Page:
• You’ll have probably noticed the absence of goalkeepers in the results above. I’ve left them alone for now as the analysis tends to assign very high skill levels to some goalkeepers, especially those attempting lots of long passes. My suspicion is that long balls up-field that are successfully headed by a goalkeeper’s team-mate are receiving a bit too much credit i.e. yes the pass was ‘successful’ but that doesn’t always mean that possession was retained after the initial header. That isn’t necessarily the fault of the goalkeeper, who is generally adhering to the tactics of their team and the match situation but I’m not sure it really reflects what we envisage as passing ‘skill’ when it comes to goalkeepers. Discriminating between passes to feet and aerial balls would be a useful addition to the analysis here.
  • Using minutes as the cut-off for the skill ratings leaves a lot of information on the table. The best and worst passers can be pretty reliably separated after just a few hundred passes e.g. Ruben Loftus-Cheek shows up as an excellent passer after just ~2000 minutes in the Premier League. Being able to quickly assess young players and new signings should be possible. Taking into account the number of passes a player makes should also be used to assess the uncertainty in the ratings.

I’ve gone on enough about this, so I’ll finish by saying that any feedback on the analysis and ratings is welcome. To facilitate that, I’ve built a Tableau dashboard that you can mess around with that is available from here and you can find the raw data here.

Time to pass and move.


Is scoring ability maintained from season to season?

With the football season now over across the major European leagues, analysis and discussion turns to reflection of the who, what and why of the past year. With the transfer window soon to do whatever the opposite of slam shut is, thoughts also turn to how such reflections might inform potential transfer acquisitions. As outlined by Gabriele Marcotti today in the Wall Street Journal, strikers are still the centre of attention when it comes to transfers:

The game’s obsession with centerforwards is not new. After all, it’s the glamour role. Little kids generally dream of being the guy banging in the goals, not the one keeping them out.

On the football analytics front, there has been a lot of discussion surrounding the relative merits of various forward players, with an increasing focus on their goal scoring efficiency (or shot conversion rate) and where players are shooting from. There has been a lot of great work produced but a very simple question has been nagging away at me:

Does being ‘good’ one year suggest that you’ll be ‘good’ next year?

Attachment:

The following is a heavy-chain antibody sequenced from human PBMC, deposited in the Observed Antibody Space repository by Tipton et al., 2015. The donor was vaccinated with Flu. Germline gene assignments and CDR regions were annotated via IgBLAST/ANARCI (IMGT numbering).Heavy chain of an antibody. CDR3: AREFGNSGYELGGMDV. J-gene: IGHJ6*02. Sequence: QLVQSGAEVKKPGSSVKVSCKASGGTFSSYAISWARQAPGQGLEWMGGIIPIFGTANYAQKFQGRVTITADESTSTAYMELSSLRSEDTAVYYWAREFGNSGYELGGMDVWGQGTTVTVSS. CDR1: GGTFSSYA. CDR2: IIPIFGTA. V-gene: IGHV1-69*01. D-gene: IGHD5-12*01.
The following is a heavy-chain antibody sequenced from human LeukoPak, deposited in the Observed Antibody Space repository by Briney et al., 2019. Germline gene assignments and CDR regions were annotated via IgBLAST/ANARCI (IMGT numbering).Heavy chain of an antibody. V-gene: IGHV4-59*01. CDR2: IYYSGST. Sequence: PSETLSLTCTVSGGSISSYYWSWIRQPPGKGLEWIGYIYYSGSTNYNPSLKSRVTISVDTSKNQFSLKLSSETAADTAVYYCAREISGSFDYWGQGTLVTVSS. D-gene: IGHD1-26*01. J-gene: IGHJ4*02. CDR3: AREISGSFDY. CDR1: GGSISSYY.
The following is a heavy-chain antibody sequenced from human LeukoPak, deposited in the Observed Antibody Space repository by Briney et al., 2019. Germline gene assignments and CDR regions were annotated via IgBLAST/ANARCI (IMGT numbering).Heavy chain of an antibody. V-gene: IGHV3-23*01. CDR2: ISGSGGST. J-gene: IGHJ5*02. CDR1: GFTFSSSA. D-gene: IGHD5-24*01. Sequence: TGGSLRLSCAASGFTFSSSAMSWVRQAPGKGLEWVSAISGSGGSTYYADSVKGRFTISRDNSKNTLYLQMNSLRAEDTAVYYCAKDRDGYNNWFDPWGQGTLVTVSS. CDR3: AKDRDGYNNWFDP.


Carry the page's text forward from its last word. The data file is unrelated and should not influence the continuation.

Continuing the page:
We can all point to examples of forwards shining brightly for a short period during which they plunder a large number of goals, only to then fade away as regression to their (much lower) mean skill level ensues. With this in mind, let’s take a look at some data.

Scoring proficiency

I’ve put together data on players over the past two seasons who have scored at least 10 goals during a single season in the top division in either England, Spain, Germany or Italy from WhoScored. Choosing 10 goals is basically arbitrary but I wanted a reasonable number of goals so that calculated conversion rates didn’t oscillate too wildly and 10 seems like a good target for your budding goalscorer. So for example, Gareth Bale is included as he scored 21 in 2012/13 and 9 goals in 2011/12 but Nikica Jelavić isn’t as he didn’t pass 10 league goals in either season. Collecting the data is painful so a line had to be drawn somewhere. I could have based it on shots per game but that is prone to the wild shooting of the likes of Adel Taarabt and you end up with big outliers. If a player was transferred to or from a league within the WhoScored database (so including France), I retained the player for analysis but if they left the ‘Big 5’ then they were booted out.

In the end I ended up with 115 players who had scored at least 10 league goals in one of the past two seasons. Only 43 players managed to score 10 league goals in both 2011/12 and 2012/13, with only 6 players not named Lionel Messi or Cristiano Ronaldo able to score 20 or more in both seasons. Below is how they match up when comparing their shot conversion, where their goals are divided by their total shots, across both seasons. The conversion rates are based on all goals and all shots, ideally you would take out penalties but that takes time to collate and I doubt it will make much difference to the conclusions.

Comparison between shot conversion rates for players in 2011/12 and 2012/13. Click on the image or here for a larger interactive version.

If we look at the whole dataset, we get a very weak relationship between shot conversion in 2013/12 relative to shot conversion in 2011/12. The R^2 here is 0.11, which suggests that shot conversion by an individual player shows 67% regression to the mean from one season to the next. The upshot of this is that shot conversion above or below the mean is around two-thirds due to luck and one-third due to skill. Without filtering the data any further, this would suggest that predicting how a player will convert their chances next season based on the last will be very difficult.